To protect heirs, Florida estate lawyers are advising parents to name an irrevocable trust as the IRA beneficiary — and to name their heirs as beneficiaries of the trust. An unfortunate downside to this type of Florida estate planning is that required annual withdrawals must be taken based upon the life expectancy of the oldest heir, instead of utilizing each heir's individual life expectancy. Alternatively, the main Florida estate planning concern for children with low-risk, stable jobs and happy marriages, is insuring they can stretch out their inherited-IRA withdrawals over their individuals life expectancy.

In reality, no one knows what the future holds for your children? To protect against the unknown, Florida estate plans should include a conduit trust for reirement account assets with a "toggle switch." The IRA distributions could then be either paid outright to the trust beneficiary or contained in a protective trust. In a private-letter ruling five years ago, the IRS said that a trust with that option met its standards.

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This month, Roy Rogers Jr. parted with Trigger, the horse made famous by his singing cowboy father. The palomino, mounted and preserved, sold for $266,500 at Christie's in New York. Over the next four decades it is estimated that $41 trillion in wealth will transfer between generations. A significant portion of the wealth in Sarasota and Manatee county Florida will be in the form of art, jewelry and other heirlooms that have filled attics, safe-deposit boxes and hallways for decades—and for which economic values can be as difficult to ascertain as sentimental ones.

This year, with the estate tax temporarily suspended, wealthy Sarasota and Manatee county families will benefit as estates pass to the next generation tax-free.  However, the loss of the step-up in basis, under which heirs inherit assets valued as of the date of death, will be taxing on future generations.  Family members inheriting assets will owe capital-gains taxes measured from the original owner's purchase price.

If your Florida estate plan includes leaving your heirs valuables, the tax code requires that objects worth more than $3,000 must have their value confirmed by an appraiser. To prepare, valuables should be appraised at least once every five years.  The valuables also need to be insured and listed on a rider to an existing homeowner's insurance policy.

If the estate tax returns in 2011 or should Congress reinstate it retroactively in 2010, Sarasota and Manatee county residents may consider donating collectibles to a museum or other charity. This would allow them to deduct a portion of their value from his or her estate.

Heirs shouldn't neglect to insure the valuables after they have changed hands. You can add a rider to get extra coverage, or buy specialized coverage from a company focused on insuring collectibles.

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The 2011 increase in Federal income taxes will be so dramatic that it has been prevented from being discussed during the 2011 federal budget process.  Expiration of the 2001 and 2003 Bush tax cuts will make Federal income taxes the single largest expense to every Florida resident. Margaret Thatcher said it best when she said, "Socialism always fails because eventually it runs out of other people's money."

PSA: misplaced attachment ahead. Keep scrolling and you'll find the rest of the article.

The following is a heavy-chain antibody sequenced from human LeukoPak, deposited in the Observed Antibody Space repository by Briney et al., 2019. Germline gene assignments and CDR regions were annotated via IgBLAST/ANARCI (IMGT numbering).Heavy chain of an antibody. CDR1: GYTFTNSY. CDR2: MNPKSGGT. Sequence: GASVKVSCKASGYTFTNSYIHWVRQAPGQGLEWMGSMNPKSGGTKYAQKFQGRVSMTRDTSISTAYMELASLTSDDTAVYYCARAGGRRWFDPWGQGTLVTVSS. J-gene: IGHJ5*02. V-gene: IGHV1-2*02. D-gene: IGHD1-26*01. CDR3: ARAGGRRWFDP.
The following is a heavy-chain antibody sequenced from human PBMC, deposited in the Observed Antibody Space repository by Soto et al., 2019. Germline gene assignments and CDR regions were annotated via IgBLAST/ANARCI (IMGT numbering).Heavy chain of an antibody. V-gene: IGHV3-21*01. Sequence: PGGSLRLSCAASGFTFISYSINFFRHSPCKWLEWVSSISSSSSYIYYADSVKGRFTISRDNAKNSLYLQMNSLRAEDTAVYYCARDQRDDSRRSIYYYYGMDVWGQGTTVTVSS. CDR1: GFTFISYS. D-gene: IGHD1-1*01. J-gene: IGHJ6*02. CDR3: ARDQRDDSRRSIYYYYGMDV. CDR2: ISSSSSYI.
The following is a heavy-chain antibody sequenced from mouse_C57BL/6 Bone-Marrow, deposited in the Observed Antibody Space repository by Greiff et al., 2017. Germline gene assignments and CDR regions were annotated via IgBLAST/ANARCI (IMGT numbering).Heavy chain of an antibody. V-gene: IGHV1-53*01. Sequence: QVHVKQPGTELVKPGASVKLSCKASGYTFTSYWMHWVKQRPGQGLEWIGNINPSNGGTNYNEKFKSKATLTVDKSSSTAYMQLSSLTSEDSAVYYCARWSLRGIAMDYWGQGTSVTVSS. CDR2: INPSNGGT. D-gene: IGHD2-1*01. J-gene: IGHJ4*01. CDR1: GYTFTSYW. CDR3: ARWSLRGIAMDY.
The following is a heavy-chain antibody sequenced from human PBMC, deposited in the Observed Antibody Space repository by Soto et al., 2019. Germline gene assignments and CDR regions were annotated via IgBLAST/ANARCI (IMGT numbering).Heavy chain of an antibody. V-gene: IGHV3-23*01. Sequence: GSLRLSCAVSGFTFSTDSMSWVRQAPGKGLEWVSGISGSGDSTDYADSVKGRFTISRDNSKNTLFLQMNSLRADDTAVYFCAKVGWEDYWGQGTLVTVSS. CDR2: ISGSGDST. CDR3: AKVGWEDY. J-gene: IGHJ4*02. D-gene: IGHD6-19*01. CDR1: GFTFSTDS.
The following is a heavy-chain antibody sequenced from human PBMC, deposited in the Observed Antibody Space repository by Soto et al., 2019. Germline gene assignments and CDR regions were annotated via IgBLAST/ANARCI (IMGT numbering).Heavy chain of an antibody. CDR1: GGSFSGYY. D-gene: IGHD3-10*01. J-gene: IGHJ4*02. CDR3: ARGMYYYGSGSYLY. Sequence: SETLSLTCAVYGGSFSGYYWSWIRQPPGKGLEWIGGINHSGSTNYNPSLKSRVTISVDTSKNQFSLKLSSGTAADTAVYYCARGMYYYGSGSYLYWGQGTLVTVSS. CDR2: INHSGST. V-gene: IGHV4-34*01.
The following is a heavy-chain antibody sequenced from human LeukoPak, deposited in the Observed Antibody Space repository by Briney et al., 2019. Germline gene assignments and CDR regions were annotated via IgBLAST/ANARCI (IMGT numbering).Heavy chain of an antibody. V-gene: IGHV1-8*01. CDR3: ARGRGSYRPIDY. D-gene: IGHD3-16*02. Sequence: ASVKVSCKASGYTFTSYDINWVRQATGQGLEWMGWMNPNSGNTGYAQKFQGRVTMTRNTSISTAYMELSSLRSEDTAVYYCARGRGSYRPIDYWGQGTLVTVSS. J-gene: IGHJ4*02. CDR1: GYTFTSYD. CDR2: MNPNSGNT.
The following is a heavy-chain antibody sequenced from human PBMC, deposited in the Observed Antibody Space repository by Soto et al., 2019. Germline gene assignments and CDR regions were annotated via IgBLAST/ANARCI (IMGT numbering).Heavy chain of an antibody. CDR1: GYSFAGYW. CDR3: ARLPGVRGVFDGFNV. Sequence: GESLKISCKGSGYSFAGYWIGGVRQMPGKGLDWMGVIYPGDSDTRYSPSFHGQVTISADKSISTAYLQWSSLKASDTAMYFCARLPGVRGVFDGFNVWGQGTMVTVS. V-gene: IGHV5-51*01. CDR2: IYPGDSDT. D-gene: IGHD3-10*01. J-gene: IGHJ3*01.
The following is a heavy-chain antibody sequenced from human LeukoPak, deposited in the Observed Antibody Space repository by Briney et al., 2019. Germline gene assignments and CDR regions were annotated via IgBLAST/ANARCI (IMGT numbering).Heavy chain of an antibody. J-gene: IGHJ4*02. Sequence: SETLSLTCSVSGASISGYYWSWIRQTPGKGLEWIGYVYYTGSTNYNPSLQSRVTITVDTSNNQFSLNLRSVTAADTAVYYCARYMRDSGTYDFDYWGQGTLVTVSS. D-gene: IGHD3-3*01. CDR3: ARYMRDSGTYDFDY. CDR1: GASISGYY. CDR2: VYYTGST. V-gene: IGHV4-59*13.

Currently all federal income tax brackets will be hit in 2011:

  • The 10 percent bracket will rise to 15 percent
  • The 25 percent bracket will rise to 28 percent
  • The 28 percent bracket will rise to 31 percent
  • The 33 percent bracket will rise to 36 percent
  • The 35 percent bracket will rise to 39.6 percent

Itemized deductions and personal exemptions will be phased out, which is the same thing as raising taxes even higher than just the effect of the above bracket increases.

The estate tax exemption will revert back to $1 million, and the top bracket for the death tax will be 55 percent.

Capital gains tax rates will rise from 15 percent to 20 percent.

The dividend tax when stock is held for less than one year goes from 15 percent to 39.6 percent. This will then rise another 3.8 percent, to 43.4 percent in 2013.

The new tax legislation will add over 20 new taxes, the first to go into effect on January 1.

  • Health savings accounts will no longer be available, nor will flexible spending accounts or health reimbursement accounts.
  • Businesses will no longer be able to expense their purchases of equipment to reduce their income by the same amount to save on taxes. They will be forced to depreciate equipment purchases, thus another tax increase.
  • The Alternative Minimum Tax will ensnare a projected 28 million families, up from four million last year.
  • Charitable giving from an IRA will no longer be allowed.

Current Economic Policy: In a good economy, federal income taxes bring in $2.5 trillion per year. Currently our government is spending $3.5 trillion plus annually. As of May 2009, 46 cents of every dollar spent by our government is being borrowed. The President of the Federal Reserve Bank of Kansas City, Tom Hoenig, has stated that just to meet the future promises of Medicare, Medicaid and Social Security, the United States would have to have a marginal tax rate of 80 percent.

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Nevada passed a law this year applying the charging lien remedy to stock in a multi-shareholder Nevada corporation. Charging liens are the creditor’s remedy to attack a Florida debtor’s interests in limited partnerships and LLCs in most states. Prior to the Nevada law, no state had said that judgment creditors are restricted to a charging lien, instead of levy and sale,of a debtor’s stock in a corporation.

Does the Nevada statute provide an asset protection tool for Sarasota and Lakewood Ranch Florida debtors? There are no cases on this brand new statute, but the likely answer is that a Florida creditor may levy upon a Sarasota or Lakewood Ranch Florida debtor’s stock in a Nevada corporation notwithstanding the Nevada statute stating that creditors a limited to charging liens. A levy is an action against the debtor’s stock certificate and not against the corporation. A creditor does not have to make the corporation a party in a levy proceeding, and therefore, the forum of the corporation is not controlling on the Florida remedy. A Florida judge will be able to permit creditors to levy upon Nevada corporate stock.